Previously, many migrants would seek to reach the United States by hiking through the desert undetected. But in recent years, families have begun crossing the border and waiting for a Border Patrol agent, or showing up at ports of entry, to ask for asylum. Before the Trump administration’s recent immigration crackdown, these families would be then taken to a family detention center, where they would have to pass a “credible fear” interview to be released—that is, prove that they have a real fear of returning to their home countries.

At least 77% of the families pass this hurdle and are released with an ankle monitor or after paying a bond. They can then begin their cases in immigration courts.

The Trump administration is looking to shake up this system. Under the current policy and the June 20th executive order, the administration is pushing to detain families together for months, if not years, while their cases are processed.

However, this flies in the face of the Flores settlement, a 1997 consent decree that courts have found to require that children not be detained for more than 20 days. The administration is now seeking to modify the settlement, a gambit that seems unlikely to succeed given the deciding judge’s previous rulings on the matter against the Obama administration.

 

U.S. Asylum Cases Received by the Executive Office of Immigration Review

Executive Office of Immigration Review, U.S. Department of Justice, https://www.justice.gov/eoir/file/asylum-statistics/download.

 

At the moment, the Trump administration’s policy is in flux. It’s not clear what will happen if the judge declines to amend the Flores settlement. Yet according to Politico, the administration focus on detaining adults indefinitely has hit it’s own wall—a casualty of insufficient resources on the part of the government.

And while the Border Patrol has announced plans to return to their parents the children who are in its custody, there are still thousands of migrant children separated from their parents and families that remain in gut-wrenching uncertainty.

Even in the best of situations, the current arrival of tens of thousands of Central American migrants at the U.S.-Mexico border would bring its own challenges: addressed effectively, it would require rethinking and shifting resources within the United States’ immigration and asylum systems to better process not just single adults but also mothers and fathers with toddlers and teenagers, who are in need of special protections.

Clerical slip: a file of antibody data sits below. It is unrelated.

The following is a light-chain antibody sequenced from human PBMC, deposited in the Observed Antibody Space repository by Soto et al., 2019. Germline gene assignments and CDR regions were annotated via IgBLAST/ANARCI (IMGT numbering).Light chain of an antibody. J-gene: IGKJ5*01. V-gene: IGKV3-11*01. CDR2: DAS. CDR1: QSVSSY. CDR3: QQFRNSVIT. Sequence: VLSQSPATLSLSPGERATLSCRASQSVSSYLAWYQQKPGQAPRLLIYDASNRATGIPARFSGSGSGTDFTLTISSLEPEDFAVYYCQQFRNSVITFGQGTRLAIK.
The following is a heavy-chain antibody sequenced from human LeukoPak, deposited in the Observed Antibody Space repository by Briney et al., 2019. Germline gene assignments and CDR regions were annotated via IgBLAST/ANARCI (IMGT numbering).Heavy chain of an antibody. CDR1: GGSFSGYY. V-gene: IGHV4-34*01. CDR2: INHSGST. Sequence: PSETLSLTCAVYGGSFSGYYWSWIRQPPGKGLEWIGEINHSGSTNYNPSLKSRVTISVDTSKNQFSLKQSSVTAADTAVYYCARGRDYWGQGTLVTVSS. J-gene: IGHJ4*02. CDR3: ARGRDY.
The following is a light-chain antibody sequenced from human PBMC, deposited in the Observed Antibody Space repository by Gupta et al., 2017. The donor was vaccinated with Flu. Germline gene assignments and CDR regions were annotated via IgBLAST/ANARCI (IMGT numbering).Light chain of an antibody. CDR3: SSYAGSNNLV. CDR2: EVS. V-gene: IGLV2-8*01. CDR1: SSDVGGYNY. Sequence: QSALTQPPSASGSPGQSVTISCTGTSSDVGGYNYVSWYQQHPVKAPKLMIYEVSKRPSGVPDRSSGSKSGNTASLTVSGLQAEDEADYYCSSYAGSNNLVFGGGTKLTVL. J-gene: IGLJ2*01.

But despite the administration’s claims to the contrary, the numbers of Central Americans arriving at the border are not near the all-time highs, and there is no infestation or invasion of MS-13.

What the data shows instead is something far less dramatic: men, women, families, and children who are arriving to seek safety and the basic American dream of a better life.

 

JERUSALEM, A CORPUS SEPARATUM, NOT ISRAEL’S “ETERNAL AND INDIVISIBLE CAPITAL”

Cathy Sultan blog

United Nations General Assembly Resolution 181 passed on November 29, 1947 provided for the full territorial internationalization of Jerusalem.

“The City of Jerusalem shall be established as a corpus separatum under a special international regime and shall be administered by the United Nations.”

Jerusalem holds unique spiritual and religious significance for the world’s Abrahamic religions of Judaism, Christianity and Islam.

Following WWI, the victorious Principal Allied Powers recognized these as “a sacred trust of civilization,” and stipulated that the existing rights and claims connected to them should be safeguarded in perpetuity under international guarantee.

The United Nations General Assembly, therefore, does not recognize Israel’s proclamation of Jerusalem as the capital of Israel.

U.N. general Assembly Resolution 623/30 of 2009 states that “any actions taken by Israel, the occupying power, to impose its laws, jurisdiction and administration on the Holy City of Jerusalem are illegal and therefore null and void and have no validity whatsoever, and calls upon Israel to cease all such illegal and unilateral measures.”